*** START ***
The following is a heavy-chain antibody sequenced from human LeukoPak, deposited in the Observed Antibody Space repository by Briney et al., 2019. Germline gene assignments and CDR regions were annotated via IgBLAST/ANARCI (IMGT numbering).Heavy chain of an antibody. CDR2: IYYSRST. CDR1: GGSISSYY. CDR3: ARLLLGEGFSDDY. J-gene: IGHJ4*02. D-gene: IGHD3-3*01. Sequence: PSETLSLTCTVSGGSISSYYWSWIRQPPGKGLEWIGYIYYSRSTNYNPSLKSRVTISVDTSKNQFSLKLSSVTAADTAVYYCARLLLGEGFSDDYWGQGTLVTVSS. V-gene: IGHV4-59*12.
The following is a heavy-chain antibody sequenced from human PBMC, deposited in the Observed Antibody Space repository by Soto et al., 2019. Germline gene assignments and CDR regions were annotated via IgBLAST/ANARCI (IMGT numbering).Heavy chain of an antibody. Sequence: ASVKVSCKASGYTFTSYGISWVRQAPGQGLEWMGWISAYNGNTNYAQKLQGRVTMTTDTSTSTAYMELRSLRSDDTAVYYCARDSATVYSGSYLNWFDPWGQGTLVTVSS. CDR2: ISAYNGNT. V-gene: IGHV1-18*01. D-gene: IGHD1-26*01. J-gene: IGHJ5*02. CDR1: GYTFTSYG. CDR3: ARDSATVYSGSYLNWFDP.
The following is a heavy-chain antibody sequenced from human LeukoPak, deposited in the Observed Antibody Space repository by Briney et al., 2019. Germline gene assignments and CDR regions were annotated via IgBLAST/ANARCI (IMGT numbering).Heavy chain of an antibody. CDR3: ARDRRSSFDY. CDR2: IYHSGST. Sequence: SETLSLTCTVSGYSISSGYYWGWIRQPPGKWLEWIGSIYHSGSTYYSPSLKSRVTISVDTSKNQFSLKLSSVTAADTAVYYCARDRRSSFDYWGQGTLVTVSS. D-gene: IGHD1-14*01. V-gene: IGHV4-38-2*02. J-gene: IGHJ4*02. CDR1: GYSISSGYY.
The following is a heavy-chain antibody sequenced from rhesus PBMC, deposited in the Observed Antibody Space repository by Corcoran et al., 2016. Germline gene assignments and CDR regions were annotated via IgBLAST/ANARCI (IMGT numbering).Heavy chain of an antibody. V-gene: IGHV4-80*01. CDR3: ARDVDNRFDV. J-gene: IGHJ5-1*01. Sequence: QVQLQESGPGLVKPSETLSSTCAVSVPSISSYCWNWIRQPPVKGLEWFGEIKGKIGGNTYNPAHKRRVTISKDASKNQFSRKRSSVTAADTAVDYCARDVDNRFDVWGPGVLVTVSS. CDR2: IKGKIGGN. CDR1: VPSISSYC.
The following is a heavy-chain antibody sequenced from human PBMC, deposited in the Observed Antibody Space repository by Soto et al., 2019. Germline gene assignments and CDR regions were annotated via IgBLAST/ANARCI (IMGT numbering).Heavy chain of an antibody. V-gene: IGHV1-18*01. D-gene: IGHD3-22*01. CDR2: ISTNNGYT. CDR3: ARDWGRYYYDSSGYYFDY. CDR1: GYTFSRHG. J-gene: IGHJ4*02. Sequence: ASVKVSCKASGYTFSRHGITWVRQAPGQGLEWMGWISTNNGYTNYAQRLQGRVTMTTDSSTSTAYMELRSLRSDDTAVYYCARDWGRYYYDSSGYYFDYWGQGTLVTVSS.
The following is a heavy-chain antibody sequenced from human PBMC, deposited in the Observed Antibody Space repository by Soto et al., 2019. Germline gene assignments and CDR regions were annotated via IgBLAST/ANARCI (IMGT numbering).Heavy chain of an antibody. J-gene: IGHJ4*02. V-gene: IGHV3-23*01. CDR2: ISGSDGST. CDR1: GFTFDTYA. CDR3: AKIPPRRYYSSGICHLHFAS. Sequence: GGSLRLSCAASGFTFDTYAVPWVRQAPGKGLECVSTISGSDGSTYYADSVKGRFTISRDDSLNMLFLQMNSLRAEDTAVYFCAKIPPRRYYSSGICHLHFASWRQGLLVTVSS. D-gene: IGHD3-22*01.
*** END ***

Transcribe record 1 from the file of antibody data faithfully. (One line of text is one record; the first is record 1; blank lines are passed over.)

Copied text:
The following is a heavy-chain antibody sequenced from human LeukoPak, deposited in the Observed Antibody Space repository by Briney et al., 2019. Germline gene assignments and CDR regions were annotated via IgBLAST/ANARCI (IMGT numbering).Heavy chain of an antibody. CDR2: IYYSRST. CDR1: GGSISSYY. CDR3: ARLLLGEGFSDDY. J-gene: IGHJ4*02. D-gene: IGHD3-3*01. Sequence: PSETLSLTCTVSGGSISSYYWSWIRQPPGKGLEWIGYIYYSRSTNYNPSLKSRVTISVDTSKNQFSLKLSSVTAADTAVYYCARLLLGEGFSDDYWGQGTLVTVSS. V-gene: IGHV4-59*12.